Posted in beading, Beads, tagged beading, gift beading, gift crafting, green necklace, Murano glass beads, Murano glass necklace, Soft Flex wire, Venetian glass beads, Venetian glass necklace on October 1, 2014|
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My friend Ellen came out for a visit last month. We’ve known each other since the age of 11…. we grew up together. I miss seeing her since she lives far away, in Chicago. In anticipation of her trip West, I made her a gift for her birthday: a necklace of green Murano glass beads strung on green Soft Flex wire.
This style is called “illusion” because of the way the thin wire seems to disappear inbetween the beads. Often illusion necklaces use translucent wire or plastic fishing line. Then the beads truly “float.” In this piece, I liked the many shades of green, including the wire itself.
I used tiny 1 millimeter by 1 millimeter crimp beads to secure the beads in place. Each crimp required a micro-crimper. Some of these beads have even more gold than green, so I decided to use a gold-tone toggle as the clasp.
Green called to me for this project for a few reasons. First, I knew that Ellen wears green – I wouldn’t want to pick a color she hates. Second, it was a favorite color of a close mutual friend we both miss, Marion, who died a couple years ago. And what’s more, Ellen and I traveled together to Big Sur, down the Pacific coast, and saw a lot of very green beauty there in the cliffside hills. We hiked up the Ewoldsen Trail, getting an awesome view of the ocean.
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Posted in beading, Beads, travel, tagged Blue Grotto, Capri, Capri inspired jewelry, Murano glass beads, Murano necklace, necklace, seed beads, Venetian glass beads on September 25, 2014|
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Ever since I returned from Italy this summer, I’ve been inspired to create jewelry with Italian glass beads. I’ve been drawn into these beads, mesmerized by them. They are as beautiful as any modern art, in my opinion. They are also more durable and jewel-like than most non-precious materials out there. (My daughters have dropped these tough glass beads–and I admit I have too–without any damage.)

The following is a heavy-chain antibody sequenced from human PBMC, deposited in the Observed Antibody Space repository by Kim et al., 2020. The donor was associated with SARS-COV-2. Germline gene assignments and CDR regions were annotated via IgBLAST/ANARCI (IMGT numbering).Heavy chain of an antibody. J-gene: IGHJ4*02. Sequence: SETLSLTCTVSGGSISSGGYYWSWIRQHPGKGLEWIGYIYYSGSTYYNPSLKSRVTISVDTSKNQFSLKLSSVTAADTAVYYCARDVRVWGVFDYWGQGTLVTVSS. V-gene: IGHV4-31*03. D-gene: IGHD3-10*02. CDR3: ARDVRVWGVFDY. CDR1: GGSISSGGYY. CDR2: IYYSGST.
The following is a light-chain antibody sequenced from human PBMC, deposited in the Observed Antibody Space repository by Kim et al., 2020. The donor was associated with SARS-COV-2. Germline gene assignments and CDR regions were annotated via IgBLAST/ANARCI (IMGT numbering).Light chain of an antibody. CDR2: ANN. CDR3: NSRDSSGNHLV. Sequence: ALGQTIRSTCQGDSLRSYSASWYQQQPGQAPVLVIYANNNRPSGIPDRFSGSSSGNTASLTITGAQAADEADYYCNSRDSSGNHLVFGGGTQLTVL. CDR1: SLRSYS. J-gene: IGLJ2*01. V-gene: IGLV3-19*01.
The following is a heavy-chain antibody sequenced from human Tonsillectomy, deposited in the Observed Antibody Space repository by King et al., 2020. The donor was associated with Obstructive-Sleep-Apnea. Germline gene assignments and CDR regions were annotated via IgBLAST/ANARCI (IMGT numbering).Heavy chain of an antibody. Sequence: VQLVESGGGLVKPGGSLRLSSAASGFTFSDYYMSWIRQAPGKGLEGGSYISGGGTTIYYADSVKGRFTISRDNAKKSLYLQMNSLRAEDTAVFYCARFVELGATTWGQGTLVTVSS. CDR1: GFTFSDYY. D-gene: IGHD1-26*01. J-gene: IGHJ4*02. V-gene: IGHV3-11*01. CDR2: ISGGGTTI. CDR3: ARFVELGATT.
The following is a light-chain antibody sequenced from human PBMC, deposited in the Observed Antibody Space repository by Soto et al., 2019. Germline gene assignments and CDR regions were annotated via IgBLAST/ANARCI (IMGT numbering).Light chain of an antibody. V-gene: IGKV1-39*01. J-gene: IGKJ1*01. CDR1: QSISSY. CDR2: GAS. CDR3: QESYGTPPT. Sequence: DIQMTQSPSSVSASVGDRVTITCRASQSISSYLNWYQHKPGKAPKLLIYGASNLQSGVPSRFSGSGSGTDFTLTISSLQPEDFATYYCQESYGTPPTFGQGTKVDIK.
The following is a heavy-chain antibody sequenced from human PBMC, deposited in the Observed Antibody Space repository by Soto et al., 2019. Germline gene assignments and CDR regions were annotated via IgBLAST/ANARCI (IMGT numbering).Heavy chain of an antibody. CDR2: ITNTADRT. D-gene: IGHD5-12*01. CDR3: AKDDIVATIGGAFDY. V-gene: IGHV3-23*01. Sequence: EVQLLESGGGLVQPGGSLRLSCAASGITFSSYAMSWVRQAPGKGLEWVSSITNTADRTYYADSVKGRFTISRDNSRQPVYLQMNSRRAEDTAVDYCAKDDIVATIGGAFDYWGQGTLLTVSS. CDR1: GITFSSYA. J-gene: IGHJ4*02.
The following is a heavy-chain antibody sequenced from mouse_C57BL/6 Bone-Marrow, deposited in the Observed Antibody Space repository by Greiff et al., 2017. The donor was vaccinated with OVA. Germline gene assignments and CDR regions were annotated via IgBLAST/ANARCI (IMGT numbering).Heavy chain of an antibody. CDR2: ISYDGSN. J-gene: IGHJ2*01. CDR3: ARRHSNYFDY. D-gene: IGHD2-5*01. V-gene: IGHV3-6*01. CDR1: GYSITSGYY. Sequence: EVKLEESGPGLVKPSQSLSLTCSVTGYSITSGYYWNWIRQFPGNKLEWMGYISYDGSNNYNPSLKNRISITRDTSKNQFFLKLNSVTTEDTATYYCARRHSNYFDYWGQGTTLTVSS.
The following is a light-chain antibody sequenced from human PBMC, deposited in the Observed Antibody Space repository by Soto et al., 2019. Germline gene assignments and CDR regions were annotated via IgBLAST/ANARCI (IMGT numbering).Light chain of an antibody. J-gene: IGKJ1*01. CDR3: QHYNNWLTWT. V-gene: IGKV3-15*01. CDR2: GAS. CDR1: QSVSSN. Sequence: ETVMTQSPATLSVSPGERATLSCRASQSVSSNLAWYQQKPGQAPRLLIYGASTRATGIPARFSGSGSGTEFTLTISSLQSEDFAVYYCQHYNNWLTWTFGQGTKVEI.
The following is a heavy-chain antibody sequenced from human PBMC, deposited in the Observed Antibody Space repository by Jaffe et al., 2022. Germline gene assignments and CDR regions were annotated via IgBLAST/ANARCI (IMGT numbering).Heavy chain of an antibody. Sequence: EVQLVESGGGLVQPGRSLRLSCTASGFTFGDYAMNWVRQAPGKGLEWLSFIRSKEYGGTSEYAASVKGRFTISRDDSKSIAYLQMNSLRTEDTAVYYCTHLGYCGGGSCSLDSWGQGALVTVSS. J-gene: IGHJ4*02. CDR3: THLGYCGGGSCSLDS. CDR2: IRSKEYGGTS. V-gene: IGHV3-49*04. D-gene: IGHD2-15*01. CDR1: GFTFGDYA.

The highlight of my Italian journey was a short trip to Capri, the fabled isle that attracted everyone from Roman emperors to modern movie stars. I’m calling the necklace pictured here “Memories of Capri,” and here are a few images to whet your appetite for a trip to that Mediterranean paradise. The Blue Grotto… the Faraglioni (huge stone formations off the coast)… the views, oh the views of the Bay of Naples… and, mainly, the nearness of the ocean itself, a unique and deep blue.
The beauty just goes on and on there. My stay was short, but no matter how long I looked, I’m sure I’d never tire of those views. The image above is a sphinx at the Axel Munthe home (now a museum) on the very top of Capri, in the town of Anacapri. That ancient stone is probably the world’s luckily statue. And unlike on the Pacific where I live, it’s not whipped by strong, exhausting winds. There’s a peace to the place that’s magical.
I chose some gorgeous authentic Murano glass beads from the Venetian Bead Shop to create my necklace. I began with a few dual-toned rounds and some deep sapphire blue squares and small rounds. I then began to think of making a longer piece–but not too heavy–using seed beads to connect my bigger items, and adding a handful of Swarovski crystals for variety, additional color, and sparkle, and just a few crystal blue pearls. The crystals also help to vary and balance the shapes here.
I used a .14 Soft Flex silver “extreme” wire to make a very flexible and light piece. And last, I used a silver jump ring and a lobster clasp to finish it up, with some silver crimp beads sealing off the edges. I wore this necklace to my office without doubling it–and it was fashionably long. Flapper length. And that’s fitting. I believe it was in the 1910s and 1920s that vacationers started flocking to Capri, though it was a destination long before–and long after.
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I am still making gradual progress on small quilts, but I confess that I’ve become distracted by…beads!
I returned earlier this month from a trip to Italy, where I found myself fascinated with the glass beads from Murano, an island off Venice. I stopped there very briefly and toured a glass maker. I even acquired some lovely necklaces… But I wanted to relive the experience back home with a few beautiful imports, trying my hand at creating jewelry combining large Venetian glass beads and tiny seed beads (also Murano glass). I like the mix of the dramatic and the delicate.
Here’s my first experiment, which was inspired by a design found on the website Venetian Bead Shop. I call it my Sea Earth Sky Bracelet:
The big round bead reminds me of the Earth…. It contains some gold foil inside a bed of aqua; the gold is land, the aqua the sea. I really love the square beads surrounding it. The shape fascinates me. Plus they are fun to play with if you get bored. Just turn them over and around a few times, admiring all the shades of blue…
I also visited a local bead shop, Natural Expressions in Los Gatos, CA. That inspired me to create this Evil Eye Bracelet:
This one I made using a handy bead design board:
Very fun. And much quicker than my fabric art. I see more beads in my future!
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